(512a) Atomic-Scale Analysis of Ductile Void Growth and Nanocrystalline Domain Formation as Strain Relaxation Mechanisms in Ultra-Thin Metallic Films | AIChE

(512a) Atomic-Scale Analysis of Ductile Void Growth and Nanocrystalline Domain Formation as Strain Relaxation Mechanisms in Ultra-Thin Metallic Films


Gungor, M. R. - Presenter, University of Massachusetts Amherst
Maroudas, D. - Presenter, University of Massachusetts

Understanding the atomistic mechanisms of strain relaxation in ultra-thin metallic films is essential for improving the reliability of microelectronic devices and advancing nanofabrication techniques. Atomic-scale modeling based on molecular-dynamics (MD) simulations provides a powerful means for analyzing atomistic mechanisms of strain relaxation in metallic thin films and enables the development of constitutive relationships for continuum modeling of metallic thin-film mechanical behavior. The results of such modeling are particularly important for predictions of materials reliability in current and future electromechanical device technologies, where nano-scale features become increasingly important.

In this presentation, we report a comprehensive computational analysis of the atomistic mechanisms of strain relaxation over a wide range (up to 17%) of applied biaxial tensile strain in free-standing Cu thin films with the film plane oriented normal to the [111] crystallographic direction. The analysis is based on isothermal-isostrain MD simulations within an embedded-atom-method (EAM) parameterization for Cu and using slab supercells that contain millions of atoms. We have carried out simulations with and without cylindrical voids normal to the film plane and extending throughout the film thickness.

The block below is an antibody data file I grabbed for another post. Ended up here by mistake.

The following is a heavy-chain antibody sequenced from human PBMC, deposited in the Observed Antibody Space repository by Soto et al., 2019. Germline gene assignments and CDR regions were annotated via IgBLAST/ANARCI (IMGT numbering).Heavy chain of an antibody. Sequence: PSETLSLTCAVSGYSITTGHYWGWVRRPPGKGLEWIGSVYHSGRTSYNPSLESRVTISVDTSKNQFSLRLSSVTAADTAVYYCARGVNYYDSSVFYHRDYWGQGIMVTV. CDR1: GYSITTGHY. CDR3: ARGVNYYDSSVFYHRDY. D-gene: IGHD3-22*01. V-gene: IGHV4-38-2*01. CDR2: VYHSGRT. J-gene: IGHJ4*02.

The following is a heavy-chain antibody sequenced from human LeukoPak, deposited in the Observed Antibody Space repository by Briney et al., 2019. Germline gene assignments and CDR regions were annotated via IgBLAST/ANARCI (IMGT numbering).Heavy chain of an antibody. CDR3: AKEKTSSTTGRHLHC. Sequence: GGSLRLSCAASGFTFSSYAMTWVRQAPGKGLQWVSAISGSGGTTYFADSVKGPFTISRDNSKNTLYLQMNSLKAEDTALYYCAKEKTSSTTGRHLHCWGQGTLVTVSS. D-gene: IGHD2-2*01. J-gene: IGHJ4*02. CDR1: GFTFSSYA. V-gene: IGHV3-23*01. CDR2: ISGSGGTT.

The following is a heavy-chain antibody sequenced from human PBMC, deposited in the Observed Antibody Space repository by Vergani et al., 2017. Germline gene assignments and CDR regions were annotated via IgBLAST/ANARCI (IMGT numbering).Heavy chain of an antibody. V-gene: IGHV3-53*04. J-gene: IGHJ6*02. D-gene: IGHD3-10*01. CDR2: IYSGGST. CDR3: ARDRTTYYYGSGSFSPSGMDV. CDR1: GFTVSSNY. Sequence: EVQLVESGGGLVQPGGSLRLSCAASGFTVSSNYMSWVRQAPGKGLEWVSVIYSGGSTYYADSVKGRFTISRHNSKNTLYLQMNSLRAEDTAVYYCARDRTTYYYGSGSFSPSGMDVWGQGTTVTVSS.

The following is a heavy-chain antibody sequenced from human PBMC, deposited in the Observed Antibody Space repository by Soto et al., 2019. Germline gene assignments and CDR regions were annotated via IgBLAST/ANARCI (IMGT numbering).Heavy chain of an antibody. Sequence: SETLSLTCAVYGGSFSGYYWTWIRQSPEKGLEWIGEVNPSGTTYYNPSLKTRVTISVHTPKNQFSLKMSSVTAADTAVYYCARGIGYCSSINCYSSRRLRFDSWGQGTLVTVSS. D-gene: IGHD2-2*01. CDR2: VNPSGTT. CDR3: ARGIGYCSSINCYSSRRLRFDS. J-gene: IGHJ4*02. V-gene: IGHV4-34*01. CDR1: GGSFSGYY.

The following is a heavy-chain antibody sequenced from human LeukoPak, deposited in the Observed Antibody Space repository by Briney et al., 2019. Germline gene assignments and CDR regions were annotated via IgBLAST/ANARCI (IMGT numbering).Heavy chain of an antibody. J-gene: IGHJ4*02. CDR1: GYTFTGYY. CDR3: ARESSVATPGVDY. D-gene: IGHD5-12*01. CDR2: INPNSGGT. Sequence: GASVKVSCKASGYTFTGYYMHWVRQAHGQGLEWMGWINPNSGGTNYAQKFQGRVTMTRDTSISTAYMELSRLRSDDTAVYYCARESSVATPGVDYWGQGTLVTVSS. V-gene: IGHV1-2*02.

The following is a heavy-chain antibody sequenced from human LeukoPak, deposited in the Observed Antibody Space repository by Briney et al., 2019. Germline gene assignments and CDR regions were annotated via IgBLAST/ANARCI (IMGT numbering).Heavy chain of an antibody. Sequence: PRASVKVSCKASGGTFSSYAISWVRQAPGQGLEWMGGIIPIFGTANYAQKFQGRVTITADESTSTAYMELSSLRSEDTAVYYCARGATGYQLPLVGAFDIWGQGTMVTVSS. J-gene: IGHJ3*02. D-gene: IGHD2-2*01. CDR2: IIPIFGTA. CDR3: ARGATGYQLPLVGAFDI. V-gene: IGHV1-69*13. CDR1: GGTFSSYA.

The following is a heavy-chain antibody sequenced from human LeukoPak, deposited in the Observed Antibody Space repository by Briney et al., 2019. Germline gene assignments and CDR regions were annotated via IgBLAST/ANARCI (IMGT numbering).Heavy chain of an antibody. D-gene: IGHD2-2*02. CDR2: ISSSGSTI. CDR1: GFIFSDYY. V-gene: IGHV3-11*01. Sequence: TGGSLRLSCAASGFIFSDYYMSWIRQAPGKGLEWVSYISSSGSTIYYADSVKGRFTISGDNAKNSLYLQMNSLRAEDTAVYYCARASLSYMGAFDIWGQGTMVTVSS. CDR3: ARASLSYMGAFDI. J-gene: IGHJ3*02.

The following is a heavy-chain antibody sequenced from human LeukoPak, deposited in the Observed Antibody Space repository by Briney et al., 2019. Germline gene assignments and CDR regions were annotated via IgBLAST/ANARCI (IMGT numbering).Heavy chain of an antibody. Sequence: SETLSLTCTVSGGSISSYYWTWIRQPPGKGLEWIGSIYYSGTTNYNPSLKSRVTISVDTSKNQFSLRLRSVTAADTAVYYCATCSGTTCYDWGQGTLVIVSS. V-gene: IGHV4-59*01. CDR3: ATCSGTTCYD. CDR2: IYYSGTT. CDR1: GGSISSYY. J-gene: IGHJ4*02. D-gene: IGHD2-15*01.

Our analysis has revealed various regimes in the film's mechanical response as the applied biaxial strain level increases. After an elastic response at low strain (< 2%), plastic deformation occurs accompanied by dislocation emission from the void surface, void surface morphological transition, dislocation jogging, vacancy generation due to gliding of jogged dislocations, vacancy pipe diffusion along dislocation cores, dislocation-vacancy and dislocation-dislocation interactions, as well as formation and propagation of threading dislocation loops. Over the strain range following the elastic-to-plastic deformation transition (< 8%), void growth is the major strain relaxation mechanism mediated by emission of perfect screw dislocations from the void surface and subsequent dislocation propagation; as a result, a plastic zone forms around the void and extends radially outwards over time. At higher levels of applied strain (> 8%), a subsequent transition to a new strain relaxation regime gives rise to a practically uniform distribution of dislocations in the metallic thin film. Under such conditions, formation of nanometer-scale twinned domains of fcc crystalline material mediates the transformation of the initially single-crystalline metallic film to a nanocrystalline structure. Furthermore, void growth is inhibited as the dislocations emitted from the void surface are pinned by their interaction with the simultaneously generated network of defects in the nanocrystalline material. By comparing MD simulation results in identical thin films with and without voids, it is also demonstrated that strain relaxation at high levels of strain (>= 12%) is not affected by a pre-existing void in the metallic film.